Can we make it through what’s coming next? “Horrible decisions,” said Jeremy Hunt. “Eye-wateringly difficult” choices, the Chancellor told us. We were well warned. This is 2022, after all, and it’s Britain, after all: what the markets demand, the markets get.
But the British public realm is weak and ground down. Our economy is in recession. Economists mutter about a depression. (Like a recession, children; only longer, deeper, darker, colder.) Is the Chancellor’s shock treatment the essential chemotherapy that blasts away inflation and leads to recovery, or is it so extreme it kills the patient?
The patient, we can all agree, is in poor shape. The patient is knackered (technical term). That’s not just because of Liz Truss, Brexit, or even the past dozen years of Conservative government. It’s because of decades of underfunding of education and science; a biased, skewed geography that prioritises financial services and the south of England over industry and the rest; and, not least, because of a “make your stash and get out quick” culture with its roots deep in English history.
In all of this, our politics has seldom helped. Under both New Labour and the subsequent Tory administrations, the political class has shown little interest in or understanding of the needs of industry in producing real growth across the whole country.
The decline embraces old industry and new. Take cars. Even today, motor manufacturing can provide huge numbers of highly paid and skilled jobs of the kind Britain desperately needs. Go to Sunderland and look at the impact of the Nissan plant, the company lured there by Margaret Thatcher in the mid 1980s, long before “levelling up” was more than a carpenter’s aspiration. Today, the British car industry’s overall numbers are bleak, down from 1.7 million cars made in 2016 to around 850,000 in 2021. Electric vehicles seem to be a future we may buy in to but will not build. BMW’s Mini base in Oxford isn’t where its latest electric models are going; they will be built in Leipzig and in China.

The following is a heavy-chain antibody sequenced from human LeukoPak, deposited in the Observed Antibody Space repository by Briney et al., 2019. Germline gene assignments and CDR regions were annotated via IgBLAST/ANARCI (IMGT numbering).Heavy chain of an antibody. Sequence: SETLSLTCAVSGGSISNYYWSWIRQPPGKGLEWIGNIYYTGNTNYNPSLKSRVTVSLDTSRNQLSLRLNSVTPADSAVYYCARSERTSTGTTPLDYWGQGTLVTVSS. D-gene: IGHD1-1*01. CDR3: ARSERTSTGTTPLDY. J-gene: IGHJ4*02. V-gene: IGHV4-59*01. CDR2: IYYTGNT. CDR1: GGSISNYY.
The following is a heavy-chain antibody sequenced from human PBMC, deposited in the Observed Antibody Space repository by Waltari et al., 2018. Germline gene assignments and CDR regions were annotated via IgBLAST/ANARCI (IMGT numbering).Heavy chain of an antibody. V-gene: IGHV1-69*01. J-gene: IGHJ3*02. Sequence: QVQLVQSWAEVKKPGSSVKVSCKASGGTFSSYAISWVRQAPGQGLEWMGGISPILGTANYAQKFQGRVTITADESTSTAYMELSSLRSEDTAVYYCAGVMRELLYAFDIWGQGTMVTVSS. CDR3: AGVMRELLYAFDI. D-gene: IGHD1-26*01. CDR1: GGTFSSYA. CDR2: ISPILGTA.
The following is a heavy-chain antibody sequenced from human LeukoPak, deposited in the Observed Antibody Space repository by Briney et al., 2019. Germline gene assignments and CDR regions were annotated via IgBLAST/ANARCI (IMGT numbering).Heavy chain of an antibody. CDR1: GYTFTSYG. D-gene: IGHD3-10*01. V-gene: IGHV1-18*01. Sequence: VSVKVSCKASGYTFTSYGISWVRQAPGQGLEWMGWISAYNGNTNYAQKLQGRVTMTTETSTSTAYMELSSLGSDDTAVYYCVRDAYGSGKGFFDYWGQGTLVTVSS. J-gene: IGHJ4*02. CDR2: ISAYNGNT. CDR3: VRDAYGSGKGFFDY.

Electric vehicle batteries are central to this future. Across Europe, governments are investing in cutting-edge factories to make them. But not here. Britishvolt, whose planned gigafactory at Blyth in Northumberland was a poster child for Johnson-era levelling up, is on the edge of going under, partly because of waning government interest. (Grant Shapps, are you there?)
All this may seem a long way from the tax rises and spending cuts of Hunt’s Autumn Statement. But it’s all the same story. A country with a healthy industrial base, able to export its way out of trouble, would not be a country experimenting once more with – yes, that word again – austerity.
There was a time when “austerity” sounded almost noble, with its Latin root meaning strict, or without frills. It returned to the British political dictionary around 1947 when Stafford Cripps, Clement Attlee’s chancellor, imposed restrictions on consumption in response to the postwar economic crisis; Britain could no longer live off overseas investments, many of them already sold.
Trying to boost exports, Cripps squeezed travel abroad and almost all kinds of domestic spending. It wasn’t popular but in retrospect became sugared with the “all-in-it-together” idealism of the postwar socialist government. The then Tory chairman, Lord Woolton, acknowledged that the teetotal vegetarian Cripps believed in austerity: “He practises it himself almost as though it was a religious cult. That might be very good for him, but it is of no use to us. He knows nothing about the ordinary fun of life which you and I want… He is a bit of a saint, but we are not apostles of austerity.”
Neither David Cameron nor George Osborne, when they returned the word to public life in 2009-10, was precisely a saint; nor was Tory austerity remotely about everyone being “in it together”. It became code for spending cuts that ravaged local budgets, destroying amenities such as libraries, and raising child poverty.
Part of the message from Rishi Sunak and Hunt is, apparently, that they have learned and will balance the books with tax rises for the better off, alongside a hike in the living wage and special help for the poorest families. This poses a curious problem for the opposition, still way ahead in the opinion polls.
Remember: “the economy”, like austerity, is a political abstraction. The rest of us might just call it life. The economy is how well children learn and the size of their ambitions; it is how well the elderly feel, and how quickly they are treated; it is the variety of shops in the street; it is what we eat, and where we holiday. The economy is the anxiety of going to bed worried about bills. The economy is the homeless, and the renter and the owner cutting back on “frills”. It is the national mood.